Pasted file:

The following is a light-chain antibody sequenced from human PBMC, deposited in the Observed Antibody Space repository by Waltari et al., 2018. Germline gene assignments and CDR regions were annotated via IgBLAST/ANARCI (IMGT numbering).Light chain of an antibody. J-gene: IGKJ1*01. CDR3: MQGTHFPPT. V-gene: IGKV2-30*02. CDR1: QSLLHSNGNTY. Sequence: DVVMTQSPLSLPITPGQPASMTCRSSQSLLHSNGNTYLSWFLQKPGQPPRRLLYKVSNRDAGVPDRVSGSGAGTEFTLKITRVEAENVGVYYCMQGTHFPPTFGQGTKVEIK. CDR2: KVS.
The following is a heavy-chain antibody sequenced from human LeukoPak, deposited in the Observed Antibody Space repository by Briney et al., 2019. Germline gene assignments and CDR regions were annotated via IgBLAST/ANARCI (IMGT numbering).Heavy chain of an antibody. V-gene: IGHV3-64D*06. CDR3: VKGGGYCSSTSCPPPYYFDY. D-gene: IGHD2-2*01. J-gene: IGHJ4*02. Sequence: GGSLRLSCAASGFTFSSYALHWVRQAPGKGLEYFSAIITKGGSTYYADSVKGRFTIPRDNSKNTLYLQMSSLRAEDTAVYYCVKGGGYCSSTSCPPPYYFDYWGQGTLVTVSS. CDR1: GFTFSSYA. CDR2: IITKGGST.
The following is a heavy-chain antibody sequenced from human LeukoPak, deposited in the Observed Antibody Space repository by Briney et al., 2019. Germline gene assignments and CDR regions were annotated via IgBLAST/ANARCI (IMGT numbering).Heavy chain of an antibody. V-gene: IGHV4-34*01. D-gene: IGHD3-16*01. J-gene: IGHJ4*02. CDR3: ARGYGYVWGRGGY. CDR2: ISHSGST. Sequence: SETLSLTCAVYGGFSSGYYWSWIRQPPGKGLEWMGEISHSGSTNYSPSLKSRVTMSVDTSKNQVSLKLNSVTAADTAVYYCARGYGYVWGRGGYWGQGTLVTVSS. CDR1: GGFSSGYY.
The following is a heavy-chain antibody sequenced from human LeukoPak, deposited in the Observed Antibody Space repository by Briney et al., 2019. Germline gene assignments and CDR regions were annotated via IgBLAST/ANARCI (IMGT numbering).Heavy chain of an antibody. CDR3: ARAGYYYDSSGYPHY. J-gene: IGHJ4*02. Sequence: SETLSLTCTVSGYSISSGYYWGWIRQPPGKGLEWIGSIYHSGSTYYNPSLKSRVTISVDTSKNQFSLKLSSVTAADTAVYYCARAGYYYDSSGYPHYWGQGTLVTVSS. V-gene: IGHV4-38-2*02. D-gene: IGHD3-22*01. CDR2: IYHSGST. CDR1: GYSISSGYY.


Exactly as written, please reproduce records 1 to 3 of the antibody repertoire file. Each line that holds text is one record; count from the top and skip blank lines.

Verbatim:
The following is a light-chain antibody sequenced from human PBMC, deposited in the Observed Antibody Space repository by Waltari et al., 2018. Germline gene assignments and CDR regions were annotated via IgBLAST/ANARCI (IMGT numbering).Light chain of an antibody. J-gene: IGKJ1*01. CDR3: MQGTHFPPT. V-gene: IGKV2-30*02. CDR1: QSLLHSNGNTY. Sequence: DVVMTQSPLSLPITPGQPASMTCRSSQSLLHSNGNTYLSWFLQKPGQPPRRLLYKVSNRDAGVPDRVSGSGAGTEFTLKITRVEAENVGVYYCMQGTHFPPTFGQGTKVEIK. CDR2: KVS.
The following is a heavy-chain antibody sequenced from human LeukoPak, deposited in the Observed Antibody Space repository by Briney et al., 2019. Germline gene assignments and CDR regions were annotated via IgBLAST/ANARCI (IMGT numbering).Heavy chain of an antibody. V-gene: IGHV3-64D*06. CDR3: VKGGGYCSSTSCPPPYYFDY. D-gene: IGHD2-2*01. J-gene: IGHJ4*02. Sequence: GGSLRLSCAASGFTFSSYALHWVRQAPGKGLEYFSAIITKGGSTYYADSVKGRFTIPRDNSKNTLYLQMSSLRAEDTAVYYCVKGGGYCSSTSCPPPYYFDYWGQGTLVTVSS. CDR1: GFTFSSYA. CDR2: IITKGGST.
The following is a heavy-chain antibody sequenced from human LeukoPak, deposited in the Observed Antibody Space repository by Briney et al., 2019. Germline gene assignments and CDR regions were annotated via IgBLAST/ANARCI (IMGT numbering).Heavy chain of an antibody. V-gene: IGHV4-34*01. D-gene: IGHD3-16*01. J-gene: IGHJ4*02. CDR3: ARGYGYVWGRGGY. CDR2: ISHSGST. Sequence: SETLSLTCAVYGGFSSGYYWSWIRQPPGKGLEWMGEISHSGSTNYSPSLKSRVTMSVDTSKNQVSLKLNSVTAADTAVYYCARGYGYVWGRGGYWGQGTLVTVSS. CDR1: GGFSSGYY.